Army Lt. Gen. Ben Hodges, commanding general, U.S. Army Europe, joined the visiting delegation when General Grass spent time with Texas National Guard members assigned to Romania's MK Air Base in support of Operation Atlantic Resolve and other missions. Atlantic Resolve is America's reassurance to NATO allies concerned about multiple emerging threats.

The National Guard State Partnership Program pairs Citizen-Soldiers and -Airmen in the states, territories and District of Columbia with their counterparts in foreign countries. It started with the collapse of the Soviet Union, focusing on the former Eastern Bloc and members of the Warsaw Pact. It has grown far beyond the expectations of its founders to embrace 76 partner nations worldwide, and it continues to grow.

Romania and Alabama were one of the first.

"We train together," Maj. Gen. Smith said. "We learn from each other. We trade best practices on missions ranging from domestic responses to natural disasters in the homeland to the warfight overseas.

"My Soldiers and Airmen place great value on our partnership with Romania," Smith added. "The work we do together makes both of us better. The opportunities our partnership creates for our service members are unparalleled, ranging from increased military professionalism to a far greater understanding of world affairs, which is critical at all ranks in today's strategic environment.

The leader of 13,800 Soldiers and Airmen said the SPP has also helped with retention.

"People tell me they re-enlisted because of the growth they experienced through SPP exchanges," Smith said. "It's an amazing, economical program that boosts America's partnership capacity and grows our service members."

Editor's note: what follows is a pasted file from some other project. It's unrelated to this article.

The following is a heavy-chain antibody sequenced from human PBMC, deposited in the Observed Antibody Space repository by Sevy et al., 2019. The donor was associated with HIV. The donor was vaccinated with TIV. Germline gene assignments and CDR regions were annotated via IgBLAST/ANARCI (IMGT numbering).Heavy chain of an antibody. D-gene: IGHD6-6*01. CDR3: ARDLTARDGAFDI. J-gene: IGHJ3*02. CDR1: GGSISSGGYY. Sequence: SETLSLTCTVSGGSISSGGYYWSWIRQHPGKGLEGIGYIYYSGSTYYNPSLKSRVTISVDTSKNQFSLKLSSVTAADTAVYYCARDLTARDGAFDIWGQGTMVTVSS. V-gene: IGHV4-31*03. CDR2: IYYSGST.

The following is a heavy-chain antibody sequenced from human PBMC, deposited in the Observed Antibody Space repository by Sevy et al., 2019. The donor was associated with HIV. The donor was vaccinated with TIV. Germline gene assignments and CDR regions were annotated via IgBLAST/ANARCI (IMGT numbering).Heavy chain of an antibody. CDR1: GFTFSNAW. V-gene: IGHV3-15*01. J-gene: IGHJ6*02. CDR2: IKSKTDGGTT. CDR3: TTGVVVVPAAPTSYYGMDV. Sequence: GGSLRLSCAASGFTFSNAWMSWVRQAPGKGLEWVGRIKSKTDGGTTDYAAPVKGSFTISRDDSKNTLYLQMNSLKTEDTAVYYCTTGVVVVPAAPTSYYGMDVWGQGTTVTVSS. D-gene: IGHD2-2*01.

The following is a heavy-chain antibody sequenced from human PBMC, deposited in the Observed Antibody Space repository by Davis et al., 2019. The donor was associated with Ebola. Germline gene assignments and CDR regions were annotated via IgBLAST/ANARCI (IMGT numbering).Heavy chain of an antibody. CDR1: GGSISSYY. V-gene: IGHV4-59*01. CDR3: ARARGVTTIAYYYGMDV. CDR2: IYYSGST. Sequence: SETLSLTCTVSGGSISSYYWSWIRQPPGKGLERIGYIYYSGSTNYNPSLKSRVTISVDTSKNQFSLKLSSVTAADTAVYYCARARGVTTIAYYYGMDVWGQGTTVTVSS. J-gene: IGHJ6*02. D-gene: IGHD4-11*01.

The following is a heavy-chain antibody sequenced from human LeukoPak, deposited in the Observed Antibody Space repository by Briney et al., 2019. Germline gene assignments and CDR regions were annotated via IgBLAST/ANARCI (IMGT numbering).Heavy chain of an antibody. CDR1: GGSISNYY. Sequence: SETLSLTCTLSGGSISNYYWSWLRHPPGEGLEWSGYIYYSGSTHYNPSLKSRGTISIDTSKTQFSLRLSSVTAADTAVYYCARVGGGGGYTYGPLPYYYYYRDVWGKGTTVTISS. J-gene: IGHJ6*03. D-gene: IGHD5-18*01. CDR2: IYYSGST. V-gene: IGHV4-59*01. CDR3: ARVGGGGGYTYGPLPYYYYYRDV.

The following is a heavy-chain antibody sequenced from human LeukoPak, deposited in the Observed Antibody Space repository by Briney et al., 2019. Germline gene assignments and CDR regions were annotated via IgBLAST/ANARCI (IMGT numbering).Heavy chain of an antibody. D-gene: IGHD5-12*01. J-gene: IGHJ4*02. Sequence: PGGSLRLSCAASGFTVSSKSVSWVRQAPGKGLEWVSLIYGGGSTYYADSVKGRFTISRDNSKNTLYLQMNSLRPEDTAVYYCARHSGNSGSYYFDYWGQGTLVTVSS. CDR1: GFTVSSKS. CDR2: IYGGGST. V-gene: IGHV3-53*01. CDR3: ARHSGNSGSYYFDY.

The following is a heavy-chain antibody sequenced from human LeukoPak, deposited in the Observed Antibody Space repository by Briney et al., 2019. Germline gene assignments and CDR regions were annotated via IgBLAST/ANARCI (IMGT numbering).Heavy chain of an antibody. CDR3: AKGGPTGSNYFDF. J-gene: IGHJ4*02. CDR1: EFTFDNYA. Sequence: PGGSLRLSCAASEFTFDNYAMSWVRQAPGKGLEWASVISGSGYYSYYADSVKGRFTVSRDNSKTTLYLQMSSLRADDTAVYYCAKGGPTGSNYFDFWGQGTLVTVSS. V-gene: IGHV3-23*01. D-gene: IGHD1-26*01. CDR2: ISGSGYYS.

Chief Brush emerged from a meeting with Command Sgt. Maj. Sas, his Romanian counterpart, struck by Romania's transformation from a Soviet-era conscript force to a modern, agile, all-volunteer professional military.

"They have invested in their service members, in training, in equipment, in professionalism," Brush said. "They are our peers, and we learn every bit as much from them as they learn from us. We are fortunate to have this partnership."

Maj. Gen. Smith agreed.

"This is what happens when two parties invest 23 years building a relationship," he observed. "It's unique to the National Guard, because we can build a rapport over decades that you simply can't build by rotating people through on three-year assignments. We don't just know who each other is: we know each other's children, we've watched them grow up, we've followed each other's careers, been guests in each other's homes."

The National Guard's primary focus, Grass stated, is its mission triad: Fighting America's wars, guarding the homeland, and building partnerships.

"People ask me how our mission triad is related," Grass explained. "In reality, it's indivisible. Our warfighting skills enable us to effectively guard the homeland and respond to natural and man-made disasters. In the modern world you can't prosecute the warfight or guard the homeland effectively without strong partnerships at the local, state, national and international level."